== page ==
During the embargo, the station owner wore a pistol on each hip because customers were fighting over places in the gas lines and he wanted order, not chaos. Over the next 25 years, as I moved into management and executive positions at companies that were large consumers of energy, oil shocks and surpluses played havoc with business planning, and I continued to manage uncertainty around energy costs. During my 15 years at GE, we were continually buffeted by the energy waves, as prices spiked and fell and alternative forms of energy rose in favor then quickly ebbed. In 1979, when an Arab oil cutback sent U.S. gasoline prices soaring, then-president Jimmy Carter announced a huge push to create synthetic crude oil from coal and oil shale deposits in the Rocky Mountains. He projected 2.5 million barrels of production by 1990.

Three years later, oil prices had fallen, and on May 2, 1982, a day remembered in Colorado as Black Sunday, Exxon shut down its synthetic crude operation, eliminating thousands of jobs on the remote western slope of the Rockies. Over the next several years of my career I was at Nortel, a global telecommunications technology company, and AlliedSignal, a large aerospace, automotive, and engineered materials company, that later acquired Honeywell and took its name. Both companies were large energy consumers that benefited from a period of mostly low oil prices. However, when the first Gulf War took place in 1992, I was at AlliedSignal’s aerospace business, and the airline industry lost more profit that year than it had made in its entire history, due to the high cost of fuel and loss of customers. We shed some 20,000 employees in the restructurings that followed.

After 24 years on the consumer side of oil, I joined Shell. I had worked in companies that paid for the consequences of oil energy policies — or the lack of policy — and I wanted to see if it was possible to make a difference on the energy producer side. I did not have the traditional petroleum engineering or geophysics background of an energy executive — my degrees were in political science — but I had a strong global business strategic and leadership experience, a diverse background in marketing, manufacturing, and human resources, gained at top Fortune magazine-rated companies, and I believed that sometimes an outsider can provide a fresh perspective and accomplish more — or so I hoped.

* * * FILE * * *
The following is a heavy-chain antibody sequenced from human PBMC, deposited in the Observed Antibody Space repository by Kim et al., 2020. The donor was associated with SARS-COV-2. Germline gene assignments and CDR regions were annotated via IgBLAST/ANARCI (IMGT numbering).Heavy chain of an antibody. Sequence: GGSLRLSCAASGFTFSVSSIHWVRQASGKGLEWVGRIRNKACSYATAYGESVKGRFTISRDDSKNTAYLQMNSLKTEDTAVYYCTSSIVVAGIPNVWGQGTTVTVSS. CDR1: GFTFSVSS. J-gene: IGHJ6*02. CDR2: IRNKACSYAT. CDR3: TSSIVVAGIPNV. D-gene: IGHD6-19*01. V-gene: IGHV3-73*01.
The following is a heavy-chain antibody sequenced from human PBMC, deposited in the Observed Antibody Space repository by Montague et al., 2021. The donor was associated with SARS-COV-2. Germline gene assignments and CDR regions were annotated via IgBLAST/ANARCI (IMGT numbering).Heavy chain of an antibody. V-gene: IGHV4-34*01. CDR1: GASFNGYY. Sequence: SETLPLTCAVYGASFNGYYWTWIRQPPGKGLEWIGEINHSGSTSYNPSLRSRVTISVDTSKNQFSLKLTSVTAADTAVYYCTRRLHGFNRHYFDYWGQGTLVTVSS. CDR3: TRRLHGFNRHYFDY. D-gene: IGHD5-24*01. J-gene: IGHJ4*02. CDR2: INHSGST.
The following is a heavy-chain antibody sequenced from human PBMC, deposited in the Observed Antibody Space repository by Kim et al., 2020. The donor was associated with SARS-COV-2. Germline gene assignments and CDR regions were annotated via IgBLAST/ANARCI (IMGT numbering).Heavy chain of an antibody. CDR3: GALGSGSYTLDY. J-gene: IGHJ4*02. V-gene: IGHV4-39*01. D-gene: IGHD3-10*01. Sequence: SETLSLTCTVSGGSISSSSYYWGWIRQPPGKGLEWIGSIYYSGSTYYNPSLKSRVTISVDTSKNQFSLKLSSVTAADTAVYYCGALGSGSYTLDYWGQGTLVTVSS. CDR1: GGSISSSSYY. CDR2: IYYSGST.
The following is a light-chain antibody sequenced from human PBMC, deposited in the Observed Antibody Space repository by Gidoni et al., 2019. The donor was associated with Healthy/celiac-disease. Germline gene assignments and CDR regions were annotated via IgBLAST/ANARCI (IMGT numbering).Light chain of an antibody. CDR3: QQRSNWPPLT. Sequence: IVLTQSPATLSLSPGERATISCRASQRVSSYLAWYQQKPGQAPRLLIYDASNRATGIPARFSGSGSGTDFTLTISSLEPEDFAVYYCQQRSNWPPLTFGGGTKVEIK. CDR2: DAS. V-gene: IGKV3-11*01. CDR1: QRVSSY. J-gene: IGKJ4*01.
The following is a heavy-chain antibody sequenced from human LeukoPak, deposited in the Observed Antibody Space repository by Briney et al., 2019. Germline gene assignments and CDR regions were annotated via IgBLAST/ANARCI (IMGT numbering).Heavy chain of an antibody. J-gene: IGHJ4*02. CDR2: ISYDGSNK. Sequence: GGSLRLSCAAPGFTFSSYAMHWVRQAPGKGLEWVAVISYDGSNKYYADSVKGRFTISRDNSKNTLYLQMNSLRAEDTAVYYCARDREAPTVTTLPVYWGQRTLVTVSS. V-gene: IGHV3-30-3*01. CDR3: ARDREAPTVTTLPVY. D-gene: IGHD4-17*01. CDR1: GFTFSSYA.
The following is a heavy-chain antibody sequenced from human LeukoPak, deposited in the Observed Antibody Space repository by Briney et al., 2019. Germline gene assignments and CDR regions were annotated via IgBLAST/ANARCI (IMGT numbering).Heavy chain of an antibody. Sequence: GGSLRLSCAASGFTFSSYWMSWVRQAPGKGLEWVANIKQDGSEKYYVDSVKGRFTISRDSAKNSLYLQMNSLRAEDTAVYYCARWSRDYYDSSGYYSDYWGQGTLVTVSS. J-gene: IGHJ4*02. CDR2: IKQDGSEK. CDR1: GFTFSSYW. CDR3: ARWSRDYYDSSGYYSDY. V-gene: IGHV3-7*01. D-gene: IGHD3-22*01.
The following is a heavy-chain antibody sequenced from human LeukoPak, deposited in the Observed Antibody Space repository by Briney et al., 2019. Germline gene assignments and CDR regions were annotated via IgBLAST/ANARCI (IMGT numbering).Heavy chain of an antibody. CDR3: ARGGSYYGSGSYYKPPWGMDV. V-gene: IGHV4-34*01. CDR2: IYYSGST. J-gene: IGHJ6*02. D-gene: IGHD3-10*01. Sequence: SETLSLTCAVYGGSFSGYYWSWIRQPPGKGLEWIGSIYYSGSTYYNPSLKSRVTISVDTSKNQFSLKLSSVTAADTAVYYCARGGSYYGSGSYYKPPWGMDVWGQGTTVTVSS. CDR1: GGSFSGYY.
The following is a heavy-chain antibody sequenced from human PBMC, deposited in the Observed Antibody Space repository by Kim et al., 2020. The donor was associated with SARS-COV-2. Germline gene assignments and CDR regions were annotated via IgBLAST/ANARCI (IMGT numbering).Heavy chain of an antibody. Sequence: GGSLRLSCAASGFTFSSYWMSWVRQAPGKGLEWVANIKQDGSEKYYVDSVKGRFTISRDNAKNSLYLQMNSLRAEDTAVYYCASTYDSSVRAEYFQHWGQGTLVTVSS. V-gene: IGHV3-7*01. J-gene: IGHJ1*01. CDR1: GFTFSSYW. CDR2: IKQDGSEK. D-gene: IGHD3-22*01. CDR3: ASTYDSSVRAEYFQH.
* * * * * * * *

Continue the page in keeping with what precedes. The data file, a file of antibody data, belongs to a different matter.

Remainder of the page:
What I found at Shell was a company that pushes the frontiers of technology, employs many of the smartest people on Earth, enables economic growth and development around the world, increasingly appreciates and responds to sustainable development needs, and provides solid shareholder returns. Yet it is a company in one of the most hated industries in the United States, an industry that consistently ranks at the bottom in reputation polls.

That animosity came to a head after Hurricanes Katrina and Rita hit the Gulf Coast in the late summer of 2005, just months after I became president of Shell Oil Company. Prices had been climbing for the past three years, but the serious supply disruptions caused by the storms sent prices skyrocketing. I started receiving hate mail, including a drawing showing me hanging in effigy. Not exactly what I expected when I took the job.

In June 2006, Jim Mulva, chairman of ConocoPhillips, Dave O’Reilly, chairman of Chevron, and I appeared together on “Meet the Press,” where host Tim Russert began by confronting us with a set of negative poll numbers and asking us, “Why is that?”

Excerpted from “Why We Hate the Oil Companies” by John Hofmeister. Copyright (c) 2010, reprinted by permission of Palgrave Macmillan, a division of Macmillan Publishers Limited. All rights reserved.

© 2012 MSNBC Interactive